MANAGEMENT books have a deservedly poor reputation.
Too often they are written by people who confuse insight with jargon, the types who love to call a spade a "manual horticultural utensil".
At the other end of the scale are tomes containing a plethora of pithy platitudes about "breaking the mould" and "worshipping the kill".
The choice, in short, is between the incomprehensible and the inconsequential.
So it was a joy for Bartleby to read "It Doesn't Have to be Crazy at Work", by Jason Fried and David Heinemeier Hansson,
对本专栏作者而言，阅读贾森·弗里德和戴维·海涅迈尔·汉森的书籍《It Doesn't Have to be Crazy at Work》是一种乐趣，
who run a software company in Chicago called Basecamp.
Their book is funny, well-written and iconoclastic and by far the best thing on management published this year.
他们的书很有趣，写的也很好，还打破了人们的传统模式 。到目前为止，这本书是今年出版的管理类最佳书籍 。
The authors argue that it is perfectly possible to run a business with consistently growing profits (as they do) without requiring employees to work madly long hours.
Tired workers will not be productive since "creativity, progress and impact do not yield to brute force".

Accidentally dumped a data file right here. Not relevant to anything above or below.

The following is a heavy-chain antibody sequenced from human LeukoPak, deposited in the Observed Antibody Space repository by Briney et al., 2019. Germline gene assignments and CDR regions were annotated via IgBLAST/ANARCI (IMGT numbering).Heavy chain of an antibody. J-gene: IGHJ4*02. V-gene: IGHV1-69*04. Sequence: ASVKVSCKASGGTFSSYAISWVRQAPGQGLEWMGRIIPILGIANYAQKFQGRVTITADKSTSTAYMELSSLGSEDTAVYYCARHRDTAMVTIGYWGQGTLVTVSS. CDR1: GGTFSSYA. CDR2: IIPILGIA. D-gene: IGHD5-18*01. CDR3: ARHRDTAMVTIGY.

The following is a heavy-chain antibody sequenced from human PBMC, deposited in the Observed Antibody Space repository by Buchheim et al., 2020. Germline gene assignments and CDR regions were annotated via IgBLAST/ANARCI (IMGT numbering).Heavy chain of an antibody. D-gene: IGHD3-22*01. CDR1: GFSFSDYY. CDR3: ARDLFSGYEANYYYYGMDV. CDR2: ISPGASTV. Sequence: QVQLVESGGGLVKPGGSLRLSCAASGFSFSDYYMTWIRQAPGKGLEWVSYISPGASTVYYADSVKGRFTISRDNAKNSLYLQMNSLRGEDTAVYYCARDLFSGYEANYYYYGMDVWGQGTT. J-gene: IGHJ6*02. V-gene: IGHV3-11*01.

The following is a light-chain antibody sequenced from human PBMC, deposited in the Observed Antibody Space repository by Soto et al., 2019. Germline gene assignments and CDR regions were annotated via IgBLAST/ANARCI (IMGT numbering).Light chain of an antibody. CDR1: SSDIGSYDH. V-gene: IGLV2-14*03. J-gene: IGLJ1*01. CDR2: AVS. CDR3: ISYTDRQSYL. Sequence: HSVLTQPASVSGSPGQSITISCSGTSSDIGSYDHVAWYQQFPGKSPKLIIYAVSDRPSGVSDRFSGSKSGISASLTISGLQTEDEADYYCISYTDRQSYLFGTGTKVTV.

Sleep-deprived managers are likely to be counterproductively impatient.
Basecamp employees have a 40-hour week, except in the summer when the company runs a four-day, 32-hour week.
They also get three weeks' holiday every year (subsidised by the firm to the tune of $5,000 per person),
a month-long sabbatical every three years, and a monthly massage at a spa.
Those are the right sort of perks, say Messrs Fried and Heinemeier Hansson.
The wrong kind, found in many offices, include free dinners, games rooms and snack bars, which are all devices to keep employees at the office for longer.
Workers should also beware of companies that declare "we're all family here"—a ruse to get workers to put their employers ahead of the needs of their real families.
Another criticism of corporate culture levelled by the book is that offices have become interruption factories.
People are working longer and later because they cannot get stuff done at the office any more.
At a conference attended by 600 people, the authors asked how many had recently enjoyed 3-4 hours of uninterrupted work; only 30 hands went up.
He deservedly won the player of the year award.
Why couldn't he say something original instead of spouting the same old platitudes?
His iconoclastic tendencies can get him into trouble.
4.to the tune of 多达
We were robbed to the tune of fifty pounds.